Defense attorneys argued, however, that the state failed to prove its case or show that Michael Dunn hadn't acted in self-defense.
Jurors began deliberating in the late afternoon on whether Dunn committed first-degree murder when he fatally shot 17-year-old Jordan Davis outside a Jacksonville convenience store in 2012. Dunn, who is pleading not guilty, faces life in prison if convicted of that charge.
They deliberated for three hours Wednesday night before recessing for the night. Before they left, they asked to see a convenience store security video that captured sounds of the gunshots. They said they wanted to watch the video on Thursday.
Besides first-degree murder, jurors could also consider the lesser crimes of second-degree murder or manslaughter, according to the jury instructions. Dunn also is charged with attempted murder for shots fired at Davis' three friends.
In order to conclude that the killing was justifiable, jurors must believe it occurred while resisting an attempt to murder or commit a felony against Dunn, Circuit Judge Russell Healey told jurors.
Assistant State Attorney Erin Wolfson told jurors that the evidence clearly shows Davis was unarmed when Dunn fired 10 shots at a Dodge Durango where Davis was sitting. Wolfson said no witnesses saw any of the four teenagers in the vehicle with a weapon and police searches turned up none.
"This defendant was disrespected by a 17-year-old teenager, and he lost it. He wasn't happy with Jordan Davis' attitude. What was his response? 'You're not going to talk to me like that,'" Wolfson said. "He took these actions because it was premeditated. It was not self-defense."
Dunn's attorney Cory Strolla told jurors that the state had failed to prove its case or disprove Dunn's assertion he acted in self-defense.
"Not one single witness said this man (Dunn) showed any signs of anger," he said.
Strolla argued that there were no signs Dunn was planning to do anything that night and only asked the teens in the car to turn down the music. Strolla said they initially did, only to turn it back up again.
Strolla said Dunn only fired his gun when he saw Davis wielding a weapon from inside the Durango and felt threatened.
"He's had that gun for 20 years and never pulled it once," Strolla said. "He told you that nobody has ever scared him, no one has ever threatened him like that."
Police didn't find a weapon in the SUV, but Strolla contended that the teens got rid of it during the three minutes they were in an adjacent parking lot after fleeing the gunshots. He said detectives should have immediately gone to the area and searched, but didn't.
In his testimony Tuesday, Dunn told jurors he was in Jacksonville with his fiancee, Rhonda Rouer, to attend his son's wedding. Dunn said he and Rouer went to the convenience store for wine and chips. He said he pulled in next to an SUV playing loud music.
"My rear view mirror was shaking. My eardrums were vibrating. It was ridiculously loud," Dunn said.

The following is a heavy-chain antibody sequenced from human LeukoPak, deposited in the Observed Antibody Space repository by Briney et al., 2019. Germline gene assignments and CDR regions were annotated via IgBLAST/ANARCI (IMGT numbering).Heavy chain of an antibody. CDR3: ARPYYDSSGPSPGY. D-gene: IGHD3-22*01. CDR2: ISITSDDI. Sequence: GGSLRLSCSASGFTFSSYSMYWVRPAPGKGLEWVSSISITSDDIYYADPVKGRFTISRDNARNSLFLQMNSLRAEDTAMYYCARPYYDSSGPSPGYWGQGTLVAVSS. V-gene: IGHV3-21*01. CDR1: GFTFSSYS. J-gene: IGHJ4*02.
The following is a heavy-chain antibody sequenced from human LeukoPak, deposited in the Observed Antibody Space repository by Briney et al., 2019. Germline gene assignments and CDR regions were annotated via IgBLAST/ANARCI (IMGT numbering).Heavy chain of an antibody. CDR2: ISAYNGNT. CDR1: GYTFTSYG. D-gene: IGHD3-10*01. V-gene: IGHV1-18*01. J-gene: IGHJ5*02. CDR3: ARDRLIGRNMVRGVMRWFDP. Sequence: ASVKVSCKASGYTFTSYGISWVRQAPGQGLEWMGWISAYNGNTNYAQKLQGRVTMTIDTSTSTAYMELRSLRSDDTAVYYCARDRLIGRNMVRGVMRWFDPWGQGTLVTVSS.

Dunn said he asked the teens to turn down the music and they turned it off. "I said, 'Thank you,'" Dunn said. But soon afterward, Dunn said he heard someone in the SUV shouting expletives and the word "cracker" at him. Dunn is white, and the teens in the SUV were black. Cracker is a derogatory term for white people.
The music was turned back on, and Dunn testified, "I wasn't going to ask for favors anymore."
Dunn said the men in the SUV had "menacing expressions," and he asked the teens whether they were talking about him. He said he wanted to calm down the situation but saw a teen in the backseat reach down for something. Dunn said it looked as if the barrel of a shotgun was sticking out the window.
One of the teens stepped out of the SUV, Dunn said, and he felt "this was a clear and present danger." He reached for his pistol in a glove box.
Dunn, who had a concealed-weapons permit, fired nine shots into the car, according to an affidavit. Authorities say a 10th shot fired by Dunn missed the car. Once his fiancee returned to the car, he drove off out of fear of the SUV returning, he said.
Dunn said he told Rouer on the drive back to the hotel that he had shot in self-defense. But Rouer, called by prosecutors as a rebuttal witness, said Dunn never told her he thought Davis had a gun.
Dunn and Rouer drove back to their hotel and Dunn said he didn't call the police because his focus was on the well-being of Rouer, whom he described as hysterical. The next morning, Dunn said, Rouer insisted she wanted to go home and they drove back to their home in Brevard County, 175 miles away. There, Dunn said he contacted a neighbor who is in law enforcement for advice on how to turn himself in.
In her closing argument, Wolfson said the actions Dunn took after the shooting are those of someone who thought he wouldn't get caught.
"This defendant didn't tell anyone because he thought he had gotten away with murder," the prosecutor said.